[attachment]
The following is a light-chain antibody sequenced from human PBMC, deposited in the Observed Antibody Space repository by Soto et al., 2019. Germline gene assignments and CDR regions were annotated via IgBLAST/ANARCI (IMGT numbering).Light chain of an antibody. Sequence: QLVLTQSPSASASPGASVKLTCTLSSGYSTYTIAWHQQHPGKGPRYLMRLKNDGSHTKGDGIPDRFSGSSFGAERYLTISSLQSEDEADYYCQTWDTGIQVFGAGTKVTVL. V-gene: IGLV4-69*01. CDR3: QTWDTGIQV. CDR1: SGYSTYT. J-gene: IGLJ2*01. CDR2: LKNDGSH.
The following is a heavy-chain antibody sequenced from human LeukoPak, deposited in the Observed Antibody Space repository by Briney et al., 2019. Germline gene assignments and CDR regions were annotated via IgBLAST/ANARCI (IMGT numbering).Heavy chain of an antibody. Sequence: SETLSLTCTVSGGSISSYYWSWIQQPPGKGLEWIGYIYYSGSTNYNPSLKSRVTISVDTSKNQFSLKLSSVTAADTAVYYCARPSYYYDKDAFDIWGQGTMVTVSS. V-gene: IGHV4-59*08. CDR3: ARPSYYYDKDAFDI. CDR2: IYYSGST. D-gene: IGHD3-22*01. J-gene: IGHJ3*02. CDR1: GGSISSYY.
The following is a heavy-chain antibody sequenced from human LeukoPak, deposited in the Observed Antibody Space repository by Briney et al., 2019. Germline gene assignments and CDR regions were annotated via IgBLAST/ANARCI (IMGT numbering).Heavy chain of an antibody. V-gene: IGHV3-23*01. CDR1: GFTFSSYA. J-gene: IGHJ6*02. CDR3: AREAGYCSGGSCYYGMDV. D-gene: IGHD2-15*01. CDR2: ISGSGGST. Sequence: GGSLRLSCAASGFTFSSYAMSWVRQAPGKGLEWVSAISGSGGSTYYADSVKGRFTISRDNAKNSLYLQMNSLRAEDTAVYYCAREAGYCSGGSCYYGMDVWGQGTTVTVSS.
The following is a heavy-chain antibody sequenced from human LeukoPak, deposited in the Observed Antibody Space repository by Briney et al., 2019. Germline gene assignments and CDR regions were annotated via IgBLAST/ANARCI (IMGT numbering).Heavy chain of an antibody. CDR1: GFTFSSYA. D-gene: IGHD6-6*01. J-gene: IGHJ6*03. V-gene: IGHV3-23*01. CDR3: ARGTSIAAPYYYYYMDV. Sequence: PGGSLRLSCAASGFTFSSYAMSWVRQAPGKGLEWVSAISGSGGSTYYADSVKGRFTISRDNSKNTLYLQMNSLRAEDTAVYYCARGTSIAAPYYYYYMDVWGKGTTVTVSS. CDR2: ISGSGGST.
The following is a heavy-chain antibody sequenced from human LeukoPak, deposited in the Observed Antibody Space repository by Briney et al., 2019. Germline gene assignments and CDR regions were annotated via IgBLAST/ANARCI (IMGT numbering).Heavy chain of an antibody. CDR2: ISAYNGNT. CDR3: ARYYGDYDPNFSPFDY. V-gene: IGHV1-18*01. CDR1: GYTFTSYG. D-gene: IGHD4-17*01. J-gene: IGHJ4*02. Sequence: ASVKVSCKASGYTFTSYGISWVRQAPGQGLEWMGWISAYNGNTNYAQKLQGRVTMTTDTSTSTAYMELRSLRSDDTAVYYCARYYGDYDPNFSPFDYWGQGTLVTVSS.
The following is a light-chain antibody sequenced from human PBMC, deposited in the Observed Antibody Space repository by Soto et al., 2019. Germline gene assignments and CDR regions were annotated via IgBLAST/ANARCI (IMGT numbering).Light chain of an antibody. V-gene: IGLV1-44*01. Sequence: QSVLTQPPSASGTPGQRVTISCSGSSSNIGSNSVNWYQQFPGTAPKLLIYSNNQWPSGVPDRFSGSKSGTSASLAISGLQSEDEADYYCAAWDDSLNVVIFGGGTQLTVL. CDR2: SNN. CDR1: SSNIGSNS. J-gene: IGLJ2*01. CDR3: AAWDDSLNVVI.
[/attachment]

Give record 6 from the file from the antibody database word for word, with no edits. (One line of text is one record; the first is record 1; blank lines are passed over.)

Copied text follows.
The following is a light-chain antibody sequenced from human PBMC, deposited in the Observed Antibody Space repository by Soto et al., 2019. Germline gene assignments and CDR regions were annotated via IgBLAST/ANARCI (IMGT numbering).Light chain of an antibody. V-gene: IGLV1-44*01. Sequence: QSVLTQPPSASGTPGQRVTISCSGSSSNIGSNSVNWYQQFPGTAPKLLIYSNNQWPSGVPDRFSGSKSGTSASLAISGLQSEDEADYYCAAWDDSLNVVIFGGGTQLTVL. CDR2: SNN. CDR1: SSNIGSNS. J-gene: IGLJ2*01. CDR3: AAWDDSLNVVI.